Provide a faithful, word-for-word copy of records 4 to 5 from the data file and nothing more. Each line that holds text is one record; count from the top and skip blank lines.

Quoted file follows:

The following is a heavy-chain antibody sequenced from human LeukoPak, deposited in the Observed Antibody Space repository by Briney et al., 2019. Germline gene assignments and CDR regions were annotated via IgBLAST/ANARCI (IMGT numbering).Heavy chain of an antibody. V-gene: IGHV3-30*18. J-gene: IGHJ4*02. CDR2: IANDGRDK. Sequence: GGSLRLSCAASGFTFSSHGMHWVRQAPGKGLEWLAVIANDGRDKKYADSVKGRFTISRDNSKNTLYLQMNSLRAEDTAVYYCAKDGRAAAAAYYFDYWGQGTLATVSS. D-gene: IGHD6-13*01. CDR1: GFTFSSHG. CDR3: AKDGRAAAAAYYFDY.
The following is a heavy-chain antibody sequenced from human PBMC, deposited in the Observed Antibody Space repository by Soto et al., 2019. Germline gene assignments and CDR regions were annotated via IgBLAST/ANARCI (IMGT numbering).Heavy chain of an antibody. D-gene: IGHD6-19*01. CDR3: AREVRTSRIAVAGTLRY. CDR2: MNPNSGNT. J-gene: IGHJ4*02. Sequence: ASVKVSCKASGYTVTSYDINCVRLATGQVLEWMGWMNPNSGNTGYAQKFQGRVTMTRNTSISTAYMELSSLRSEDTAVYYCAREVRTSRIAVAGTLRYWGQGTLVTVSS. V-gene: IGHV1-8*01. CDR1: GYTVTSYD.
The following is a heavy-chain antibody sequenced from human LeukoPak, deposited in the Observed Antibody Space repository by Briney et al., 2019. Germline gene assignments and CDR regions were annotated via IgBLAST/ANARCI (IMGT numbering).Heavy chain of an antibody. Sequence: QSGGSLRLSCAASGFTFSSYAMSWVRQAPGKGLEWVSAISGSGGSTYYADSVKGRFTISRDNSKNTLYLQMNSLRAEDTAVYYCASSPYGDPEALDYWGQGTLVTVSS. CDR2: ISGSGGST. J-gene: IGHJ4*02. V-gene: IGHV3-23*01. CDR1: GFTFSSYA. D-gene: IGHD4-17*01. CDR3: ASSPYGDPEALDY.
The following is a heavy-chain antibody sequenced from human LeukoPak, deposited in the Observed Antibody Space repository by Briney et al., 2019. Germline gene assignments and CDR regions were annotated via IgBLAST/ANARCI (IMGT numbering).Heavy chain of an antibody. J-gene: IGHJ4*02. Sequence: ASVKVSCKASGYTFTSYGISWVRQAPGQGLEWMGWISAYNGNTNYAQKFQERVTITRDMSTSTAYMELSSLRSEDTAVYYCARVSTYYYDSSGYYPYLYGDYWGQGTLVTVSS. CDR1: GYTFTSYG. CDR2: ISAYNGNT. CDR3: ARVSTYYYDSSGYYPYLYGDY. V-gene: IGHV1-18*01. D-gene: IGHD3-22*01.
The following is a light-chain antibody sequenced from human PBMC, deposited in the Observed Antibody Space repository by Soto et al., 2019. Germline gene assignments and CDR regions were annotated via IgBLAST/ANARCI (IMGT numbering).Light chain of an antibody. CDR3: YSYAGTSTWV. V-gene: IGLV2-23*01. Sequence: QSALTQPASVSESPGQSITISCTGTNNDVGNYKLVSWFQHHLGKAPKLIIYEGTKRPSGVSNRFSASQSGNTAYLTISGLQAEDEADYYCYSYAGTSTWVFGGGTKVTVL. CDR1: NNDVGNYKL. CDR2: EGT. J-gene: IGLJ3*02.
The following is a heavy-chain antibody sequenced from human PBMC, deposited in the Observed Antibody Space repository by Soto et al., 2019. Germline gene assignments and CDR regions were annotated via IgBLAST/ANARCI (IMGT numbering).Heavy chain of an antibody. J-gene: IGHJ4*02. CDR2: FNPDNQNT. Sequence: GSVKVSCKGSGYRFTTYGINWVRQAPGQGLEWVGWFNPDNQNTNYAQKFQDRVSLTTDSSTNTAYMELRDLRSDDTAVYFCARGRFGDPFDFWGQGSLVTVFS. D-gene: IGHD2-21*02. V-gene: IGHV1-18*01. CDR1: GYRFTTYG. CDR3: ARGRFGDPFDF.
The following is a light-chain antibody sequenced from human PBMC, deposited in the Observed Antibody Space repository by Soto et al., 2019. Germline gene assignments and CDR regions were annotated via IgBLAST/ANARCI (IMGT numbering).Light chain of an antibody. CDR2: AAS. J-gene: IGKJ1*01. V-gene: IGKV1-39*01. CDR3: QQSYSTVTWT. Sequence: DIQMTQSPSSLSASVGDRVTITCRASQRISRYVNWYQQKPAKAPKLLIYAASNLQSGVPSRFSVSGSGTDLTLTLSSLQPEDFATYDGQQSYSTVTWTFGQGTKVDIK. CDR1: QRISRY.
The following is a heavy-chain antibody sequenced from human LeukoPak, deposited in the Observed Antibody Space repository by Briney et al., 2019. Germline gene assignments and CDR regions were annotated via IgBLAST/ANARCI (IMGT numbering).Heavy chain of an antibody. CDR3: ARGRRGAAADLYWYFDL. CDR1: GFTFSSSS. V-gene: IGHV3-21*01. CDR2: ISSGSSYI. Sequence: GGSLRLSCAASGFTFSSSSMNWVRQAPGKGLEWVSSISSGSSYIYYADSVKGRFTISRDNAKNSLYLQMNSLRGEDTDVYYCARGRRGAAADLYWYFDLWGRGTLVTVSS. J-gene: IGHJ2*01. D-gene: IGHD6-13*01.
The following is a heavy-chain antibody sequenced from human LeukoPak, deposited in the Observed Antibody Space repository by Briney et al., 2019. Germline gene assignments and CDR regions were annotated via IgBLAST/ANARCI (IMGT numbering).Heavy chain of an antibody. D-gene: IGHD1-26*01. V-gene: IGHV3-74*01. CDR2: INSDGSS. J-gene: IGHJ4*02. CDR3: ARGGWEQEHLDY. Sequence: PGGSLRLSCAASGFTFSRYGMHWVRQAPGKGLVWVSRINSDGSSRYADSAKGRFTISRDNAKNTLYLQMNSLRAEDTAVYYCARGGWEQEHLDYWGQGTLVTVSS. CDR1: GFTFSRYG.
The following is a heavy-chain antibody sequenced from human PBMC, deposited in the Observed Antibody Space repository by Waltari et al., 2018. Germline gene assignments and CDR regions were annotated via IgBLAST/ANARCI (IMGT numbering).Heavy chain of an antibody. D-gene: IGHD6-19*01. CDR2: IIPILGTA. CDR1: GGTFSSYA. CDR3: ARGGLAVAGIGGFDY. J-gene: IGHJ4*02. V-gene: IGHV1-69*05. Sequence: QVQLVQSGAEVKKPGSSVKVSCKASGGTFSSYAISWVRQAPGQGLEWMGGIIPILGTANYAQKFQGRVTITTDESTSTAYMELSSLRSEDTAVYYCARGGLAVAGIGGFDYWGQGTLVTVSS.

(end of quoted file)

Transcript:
The following is a heavy-chain antibody sequenced from human LeukoPak, deposited in the Observed Antibody Space repository by Briney et al., 2019. Germline gene assignments and CDR regions were annotated via IgBLAST/ANARCI (IMGT numbering).Heavy chain of an antibody. J-gene: IGHJ4*02. Sequence: ASVKVSCKASGYTFTSYGISWVRQAPGQGLEWMGWISAYNGNTNYAQKFQERVTITRDMSTSTAYMELSSLRSEDTAVYYCARVSTYYYDSSGYYPYLYGDYWGQGTLVTVSS. CDR1: GYTFTSYG. CDR2: ISAYNGNT. CDR3: ARVSTYYYDSSGYYPYLYGDY. V-gene: IGHV1-18*01. D-gene: IGHD3-22*01.
The following is a light-chain antibody sequenced from human PBMC, deposited in the Observed Antibody Space repository by Soto et al., 2019. Germline gene assignments and CDR regions were annotated via IgBLAST/ANARCI (IMGT numbering).Light chain of an antibody. CDR3: YSYAGTSTWV. V-gene: IGLV2-23*01. Sequence: QSALTQPASVSESPGQSITISCTGTNNDVGNYKLVSWFQHHLGKAPKLIIYEGTKRPSGVSNRFSASQSGNTAYLTISGLQAEDEADYYCYSYAGTSTWVFGGGTKVTVL. CDR1: NNDVGNYKL. CDR2: EGT. J-gene: IGLJ3*02.